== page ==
I am doing this in part just to refresh my memory. It is slightly rough being a seasonal ranger, cramming your head full of stuff that you will only remember clearly for 6 months and after which time, you will go find another place with just as complex informationwith which to stuff your head. The funny thing about park rangers is that, in general, they are usually not long standing students of what they interpret. I didn’t know a measurable amount about conquistadors, let alone a specific one like de Soto, until the winter of ’06-’07. I had never heard of an Augustus Saint-Gaudens, nor his associates, or known how a bronze statue came to be. While not an expert on any of these subjects, being a park ranger lends a pretty good hand towards some type of working knowledge that has to be translated and transmitted to the general public.
So what does this have to do with anything? Well, interpreters, or park rangers, need to keep current and brushed up on information and this is sometimes a daunting task. It would be all the more essential if the general public actually fact-checked, or even sometimes listened well, but it doesn’t happen often. I know there have been times that I have unintentially misled, and unfortunately, there are also times where popular opinion overrides facts and truth. Try telling someone that hates snakes to their core that rattlesnakes aren’t after them. Or try explaining that what appears to be a sabertoothed cat isn’t really a cat, it’s more related to the dog family, and that it isn’t what you see on the movie, Ice Age…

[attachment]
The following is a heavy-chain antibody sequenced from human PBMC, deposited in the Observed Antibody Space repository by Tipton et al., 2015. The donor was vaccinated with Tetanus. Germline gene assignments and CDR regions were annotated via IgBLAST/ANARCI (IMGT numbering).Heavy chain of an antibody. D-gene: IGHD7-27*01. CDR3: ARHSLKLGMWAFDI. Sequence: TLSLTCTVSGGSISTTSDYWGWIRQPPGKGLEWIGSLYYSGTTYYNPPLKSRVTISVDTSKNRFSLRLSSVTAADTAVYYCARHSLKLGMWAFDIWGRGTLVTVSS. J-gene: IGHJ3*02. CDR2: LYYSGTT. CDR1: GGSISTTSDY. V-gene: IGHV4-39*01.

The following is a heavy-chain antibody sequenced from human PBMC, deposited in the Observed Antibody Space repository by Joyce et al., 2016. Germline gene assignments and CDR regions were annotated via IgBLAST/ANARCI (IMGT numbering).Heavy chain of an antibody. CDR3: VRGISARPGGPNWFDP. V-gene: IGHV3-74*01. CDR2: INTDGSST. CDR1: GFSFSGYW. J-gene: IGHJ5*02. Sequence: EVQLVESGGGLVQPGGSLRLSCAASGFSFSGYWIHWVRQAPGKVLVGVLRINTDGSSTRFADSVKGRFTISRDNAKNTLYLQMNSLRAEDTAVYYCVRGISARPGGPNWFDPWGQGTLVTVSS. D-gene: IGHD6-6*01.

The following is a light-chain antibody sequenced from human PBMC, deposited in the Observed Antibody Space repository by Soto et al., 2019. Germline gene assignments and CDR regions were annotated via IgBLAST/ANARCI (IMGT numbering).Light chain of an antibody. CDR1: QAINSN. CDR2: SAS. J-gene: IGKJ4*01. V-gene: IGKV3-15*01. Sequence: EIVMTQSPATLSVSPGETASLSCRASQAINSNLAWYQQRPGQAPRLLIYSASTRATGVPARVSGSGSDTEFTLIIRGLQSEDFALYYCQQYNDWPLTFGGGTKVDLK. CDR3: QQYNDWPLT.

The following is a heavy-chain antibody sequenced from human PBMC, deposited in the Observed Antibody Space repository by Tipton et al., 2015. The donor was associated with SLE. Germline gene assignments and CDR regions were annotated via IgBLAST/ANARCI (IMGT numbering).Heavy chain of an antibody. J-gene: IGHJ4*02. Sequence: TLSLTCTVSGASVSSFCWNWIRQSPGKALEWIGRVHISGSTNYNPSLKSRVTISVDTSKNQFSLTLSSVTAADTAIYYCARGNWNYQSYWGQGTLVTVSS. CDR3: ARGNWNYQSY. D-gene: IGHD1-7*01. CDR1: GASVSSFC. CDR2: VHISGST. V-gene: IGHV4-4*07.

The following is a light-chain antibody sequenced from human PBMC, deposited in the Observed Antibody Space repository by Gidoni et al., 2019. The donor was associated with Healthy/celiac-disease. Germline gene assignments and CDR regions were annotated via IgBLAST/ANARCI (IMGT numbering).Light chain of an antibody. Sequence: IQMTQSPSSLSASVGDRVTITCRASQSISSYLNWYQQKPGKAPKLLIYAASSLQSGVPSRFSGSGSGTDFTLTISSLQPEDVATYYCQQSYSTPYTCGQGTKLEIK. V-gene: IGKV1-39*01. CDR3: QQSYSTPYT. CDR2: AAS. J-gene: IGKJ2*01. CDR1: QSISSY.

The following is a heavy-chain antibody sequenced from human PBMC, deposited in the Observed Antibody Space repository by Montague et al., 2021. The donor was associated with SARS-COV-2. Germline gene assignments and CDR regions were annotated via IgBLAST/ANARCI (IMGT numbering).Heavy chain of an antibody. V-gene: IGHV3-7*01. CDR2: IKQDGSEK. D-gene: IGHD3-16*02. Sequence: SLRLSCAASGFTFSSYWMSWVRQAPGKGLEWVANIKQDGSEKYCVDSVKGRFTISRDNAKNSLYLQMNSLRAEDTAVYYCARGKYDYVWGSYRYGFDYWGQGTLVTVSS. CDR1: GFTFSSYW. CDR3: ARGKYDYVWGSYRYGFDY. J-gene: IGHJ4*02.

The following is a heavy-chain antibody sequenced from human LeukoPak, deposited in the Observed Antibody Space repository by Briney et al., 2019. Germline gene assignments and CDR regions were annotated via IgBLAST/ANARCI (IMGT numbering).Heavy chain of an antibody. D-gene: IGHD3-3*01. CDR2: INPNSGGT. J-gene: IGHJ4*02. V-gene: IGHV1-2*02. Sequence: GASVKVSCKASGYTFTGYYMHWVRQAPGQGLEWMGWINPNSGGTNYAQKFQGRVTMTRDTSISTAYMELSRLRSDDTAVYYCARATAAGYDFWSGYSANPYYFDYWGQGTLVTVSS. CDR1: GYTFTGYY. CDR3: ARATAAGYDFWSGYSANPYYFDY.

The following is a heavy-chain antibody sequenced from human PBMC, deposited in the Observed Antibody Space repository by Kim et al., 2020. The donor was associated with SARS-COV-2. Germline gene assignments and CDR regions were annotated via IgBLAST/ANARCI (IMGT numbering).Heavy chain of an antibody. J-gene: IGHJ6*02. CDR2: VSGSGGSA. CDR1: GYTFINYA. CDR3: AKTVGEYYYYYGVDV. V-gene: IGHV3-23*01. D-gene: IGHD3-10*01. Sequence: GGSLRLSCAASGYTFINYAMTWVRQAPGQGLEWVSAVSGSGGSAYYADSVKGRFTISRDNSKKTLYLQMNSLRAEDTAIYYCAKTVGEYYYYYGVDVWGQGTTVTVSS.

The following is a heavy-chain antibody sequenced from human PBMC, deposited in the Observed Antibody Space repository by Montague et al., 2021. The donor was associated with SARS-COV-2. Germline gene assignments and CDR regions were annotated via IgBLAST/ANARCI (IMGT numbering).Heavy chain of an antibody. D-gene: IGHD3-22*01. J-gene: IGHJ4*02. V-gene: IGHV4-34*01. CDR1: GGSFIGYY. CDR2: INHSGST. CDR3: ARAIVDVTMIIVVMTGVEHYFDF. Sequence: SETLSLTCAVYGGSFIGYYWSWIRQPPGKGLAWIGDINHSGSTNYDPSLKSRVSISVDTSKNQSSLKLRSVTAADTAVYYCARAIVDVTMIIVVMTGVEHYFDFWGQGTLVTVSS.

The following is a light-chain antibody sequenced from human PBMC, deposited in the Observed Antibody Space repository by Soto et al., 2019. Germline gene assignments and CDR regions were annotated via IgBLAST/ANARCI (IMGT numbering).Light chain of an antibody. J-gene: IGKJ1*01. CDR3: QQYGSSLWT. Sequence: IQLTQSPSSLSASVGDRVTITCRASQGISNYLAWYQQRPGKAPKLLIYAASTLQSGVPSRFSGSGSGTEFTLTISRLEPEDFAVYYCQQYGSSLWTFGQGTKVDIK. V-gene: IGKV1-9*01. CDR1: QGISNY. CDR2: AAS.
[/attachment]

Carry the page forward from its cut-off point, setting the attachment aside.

So, in light of all that, here is my written attempt at a brush-up:
I think it must be the greatest cemetery in the world for Eocene mammalia…You can have no idea how much my mind has become inflamed upon this subject. Night after night, I dream of strange forms: Eocene crania with recent eyes in them. Dr. Joseph Leidy
Badlands National Park
I just found that quote, sitting quite prominently on a brochure with the heading “The Fossil Hunters” on the top. Too bad I didn’t find that last year…but I get to do it all over again. So there might be a couple questions that spring to the head immediately after reading that quote and then a few more after looking at the picture. I could certainly see someone’s confused expression after saying Eocene out loud, so that is where we will start:
Within the Paleogene period, three epochs are defined: the Paleocene, Eocene, and Oligocene. I didn’t name them, so they don’t roll off my tongue and they don’t really carry too much meaning for me, since I am not a paleontologist. But the most important thing to note here is that the Eocene started about 55 million years ago and ended about 33 million years ago, give or take a few [hundred thousand]. At the start was what environmentalists fear most today, it appears: an extremely warm period in Earth’s history…aka Global Warming. But all evolutional debates aside, this was pretty much the time when families of animals that we are familiar with came onto the North American continent: animals such as deer, primates and hoofed animals. There were some that would seem surprising, such as camels and horses, since neither existed on this continent without the aid of humans in the last 500 years. The general size of all these animals would also be surprising. Most were tiny. For example, the ‘deer’ [more like a distant predecesor with little fangs] was about the size of a collie. One of the first relatives of the dog is about the size of a small housecat and most likely dwelled in a burrow. Why the small sizes? Heat. Smaller body types can deal with extreme heat better, if you are a mammal, I guess.